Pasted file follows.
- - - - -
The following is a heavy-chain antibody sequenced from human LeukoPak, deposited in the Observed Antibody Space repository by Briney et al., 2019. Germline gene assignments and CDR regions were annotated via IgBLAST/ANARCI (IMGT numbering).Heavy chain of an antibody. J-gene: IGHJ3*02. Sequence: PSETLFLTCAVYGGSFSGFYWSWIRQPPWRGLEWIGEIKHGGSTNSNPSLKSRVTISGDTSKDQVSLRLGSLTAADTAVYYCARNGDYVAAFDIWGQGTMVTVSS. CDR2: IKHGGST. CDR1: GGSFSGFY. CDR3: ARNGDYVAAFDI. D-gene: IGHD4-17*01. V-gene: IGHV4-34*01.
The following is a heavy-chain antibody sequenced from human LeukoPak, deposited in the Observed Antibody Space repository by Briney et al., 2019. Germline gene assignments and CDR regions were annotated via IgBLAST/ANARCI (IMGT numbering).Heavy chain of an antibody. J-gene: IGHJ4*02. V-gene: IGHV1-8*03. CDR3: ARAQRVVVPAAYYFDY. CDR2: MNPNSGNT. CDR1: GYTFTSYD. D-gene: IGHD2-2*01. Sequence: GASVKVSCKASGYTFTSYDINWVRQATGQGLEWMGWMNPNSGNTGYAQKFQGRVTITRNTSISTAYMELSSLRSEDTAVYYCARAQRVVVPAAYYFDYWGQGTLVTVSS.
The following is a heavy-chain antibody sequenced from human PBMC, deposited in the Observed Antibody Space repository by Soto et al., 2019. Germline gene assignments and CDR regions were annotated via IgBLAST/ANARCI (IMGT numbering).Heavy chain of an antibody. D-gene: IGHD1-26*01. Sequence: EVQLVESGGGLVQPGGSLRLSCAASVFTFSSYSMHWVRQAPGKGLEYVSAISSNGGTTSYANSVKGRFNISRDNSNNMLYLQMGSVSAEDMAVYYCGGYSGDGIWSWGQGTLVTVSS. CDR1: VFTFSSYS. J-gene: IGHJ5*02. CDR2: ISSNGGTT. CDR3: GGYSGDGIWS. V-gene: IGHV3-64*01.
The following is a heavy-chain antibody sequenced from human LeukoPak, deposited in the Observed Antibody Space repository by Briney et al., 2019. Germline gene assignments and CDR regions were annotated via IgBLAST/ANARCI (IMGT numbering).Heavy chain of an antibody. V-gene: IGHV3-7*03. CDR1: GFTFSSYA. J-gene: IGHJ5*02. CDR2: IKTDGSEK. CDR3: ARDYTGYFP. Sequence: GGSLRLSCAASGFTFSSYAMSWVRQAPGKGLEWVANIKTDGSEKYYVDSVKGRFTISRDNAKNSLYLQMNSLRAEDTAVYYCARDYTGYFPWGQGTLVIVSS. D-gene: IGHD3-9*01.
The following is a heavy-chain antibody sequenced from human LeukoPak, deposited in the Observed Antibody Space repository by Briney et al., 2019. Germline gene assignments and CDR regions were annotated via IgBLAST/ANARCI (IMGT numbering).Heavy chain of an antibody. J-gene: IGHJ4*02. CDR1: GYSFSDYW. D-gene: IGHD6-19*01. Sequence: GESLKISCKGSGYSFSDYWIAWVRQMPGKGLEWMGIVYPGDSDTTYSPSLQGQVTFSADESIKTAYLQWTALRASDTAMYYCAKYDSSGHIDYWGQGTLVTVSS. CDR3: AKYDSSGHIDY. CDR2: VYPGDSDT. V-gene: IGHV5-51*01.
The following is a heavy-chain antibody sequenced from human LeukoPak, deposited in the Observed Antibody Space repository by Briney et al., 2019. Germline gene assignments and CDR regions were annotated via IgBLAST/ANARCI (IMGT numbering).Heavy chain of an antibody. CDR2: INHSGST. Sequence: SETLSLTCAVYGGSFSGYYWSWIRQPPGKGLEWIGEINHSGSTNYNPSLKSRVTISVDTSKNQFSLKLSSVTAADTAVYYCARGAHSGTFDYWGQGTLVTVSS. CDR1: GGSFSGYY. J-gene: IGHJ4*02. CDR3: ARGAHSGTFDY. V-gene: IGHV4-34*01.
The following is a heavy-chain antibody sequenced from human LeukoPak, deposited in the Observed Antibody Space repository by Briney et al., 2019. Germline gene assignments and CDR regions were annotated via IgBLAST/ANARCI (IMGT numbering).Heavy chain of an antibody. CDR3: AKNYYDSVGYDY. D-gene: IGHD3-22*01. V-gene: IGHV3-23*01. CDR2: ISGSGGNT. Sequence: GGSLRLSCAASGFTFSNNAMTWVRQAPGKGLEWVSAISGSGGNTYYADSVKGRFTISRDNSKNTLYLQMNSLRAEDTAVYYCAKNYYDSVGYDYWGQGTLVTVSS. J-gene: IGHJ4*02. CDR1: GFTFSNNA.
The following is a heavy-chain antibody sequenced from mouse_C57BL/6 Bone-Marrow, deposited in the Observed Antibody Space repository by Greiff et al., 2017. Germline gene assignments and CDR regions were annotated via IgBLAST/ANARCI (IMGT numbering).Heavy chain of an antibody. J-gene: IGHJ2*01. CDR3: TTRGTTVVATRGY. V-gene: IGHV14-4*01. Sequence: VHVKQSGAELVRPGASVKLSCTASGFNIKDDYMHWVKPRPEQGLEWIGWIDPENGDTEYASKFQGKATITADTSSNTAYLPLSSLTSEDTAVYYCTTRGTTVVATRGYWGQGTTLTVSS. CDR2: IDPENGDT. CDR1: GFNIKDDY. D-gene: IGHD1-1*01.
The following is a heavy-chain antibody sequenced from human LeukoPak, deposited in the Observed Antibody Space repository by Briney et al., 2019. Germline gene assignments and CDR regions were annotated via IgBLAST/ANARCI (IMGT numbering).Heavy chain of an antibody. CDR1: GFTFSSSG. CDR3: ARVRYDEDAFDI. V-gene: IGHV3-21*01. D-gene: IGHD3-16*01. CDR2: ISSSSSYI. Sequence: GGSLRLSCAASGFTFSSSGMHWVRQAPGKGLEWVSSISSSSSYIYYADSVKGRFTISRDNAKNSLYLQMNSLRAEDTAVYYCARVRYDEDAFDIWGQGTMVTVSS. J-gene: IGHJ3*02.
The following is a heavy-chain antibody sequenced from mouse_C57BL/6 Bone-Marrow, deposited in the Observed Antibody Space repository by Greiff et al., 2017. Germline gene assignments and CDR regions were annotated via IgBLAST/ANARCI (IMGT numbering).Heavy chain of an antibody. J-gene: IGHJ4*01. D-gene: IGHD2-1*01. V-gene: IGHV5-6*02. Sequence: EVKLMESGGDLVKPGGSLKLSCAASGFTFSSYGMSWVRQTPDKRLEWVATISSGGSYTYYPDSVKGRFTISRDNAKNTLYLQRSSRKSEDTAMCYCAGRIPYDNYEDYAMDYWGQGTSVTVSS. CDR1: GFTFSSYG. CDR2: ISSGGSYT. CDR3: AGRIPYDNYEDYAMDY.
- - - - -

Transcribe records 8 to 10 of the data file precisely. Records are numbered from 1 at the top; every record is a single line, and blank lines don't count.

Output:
The following is a heavy-chain antibody sequenced from mouse_C57BL/6 Bone-Marrow, deposited in the Observed Antibody Space repository by Greiff et al., 2017. Germline gene assignments and CDR regions were annotated via IgBLAST/ANARCI (IMGT numbering).Heavy chain of an antibody. J-gene: IGHJ2*01. CDR3: TTRGTTVVATRGY. V-gene: IGHV14-4*01. Sequence: VHVKQSGAELVRPGASVKLSCTASGFNIKDDYMHWVKPRPEQGLEWIGWIDPENGDTEYASKFQGKATITADTSSNTAYLPLSSLTSEDTAVYYCTTRGTTVVATRGYWGQGTTLTVSS. CDR2: IDPENGDT. CDR1: GFNIKDDY. D-gene: IGHD1-1*01.
The following is a heavy-chain antibody sequenced from human LeukoPak, deposited in the Observed Antibody Space repository by Briney et al., 2019. Germline gene assignments and CDR regions were annotated via IgBLAST/ANARCI (IMGT numbering).Heavy chain of an antibody. CDR1: GFTFSSSG. CDR3: ARVRYDEDAFDI. V-gene: IGHV3-21*01. D-gene: IGHD3-16*01. CDR2: ISSSSSYI. Sequence: GGSLRLSCAASGFTFSSSGMHWVRQAPGKGLEWVSSISSSSSYIYYADSVKGRFTISRDNAKNSLYLQMNSLRAEDTAVYYCARVRYDEDAFDIWGQGTMVTVSS. J-gene: IGHJ3*02.
The following is a heavy-chain antibody sequenced from mouse_C57BL/6 Bone-Marrow, deposited in the Observed Antibody Space repository by Greiff et al., 2017. Germline gene assignments and CDR regions were annotated via IgBLAST/ANARCI (IMGT numbering).Heavy chain of an antibody. J-gene: IGHJ4*01. D-gene: IGHD2-1*01. V-gene: IGHV5-6*02. Sequence: EVKLMESGGDLVKPGGSLKLSCAASGFTFSSYGMSWVRQTPDKRLEWVATISSGGSYTYYPDSVKGRFTISRDNAKNTLYLQRSSRKSEDTAMCYCAGRIPYDNYEDYAMDYWGQGTSVTVSS. CDR1: GFTFSSYG. CDR2: ISSGGSYT. CDR3: AGRIPYDNYEDYAMDY.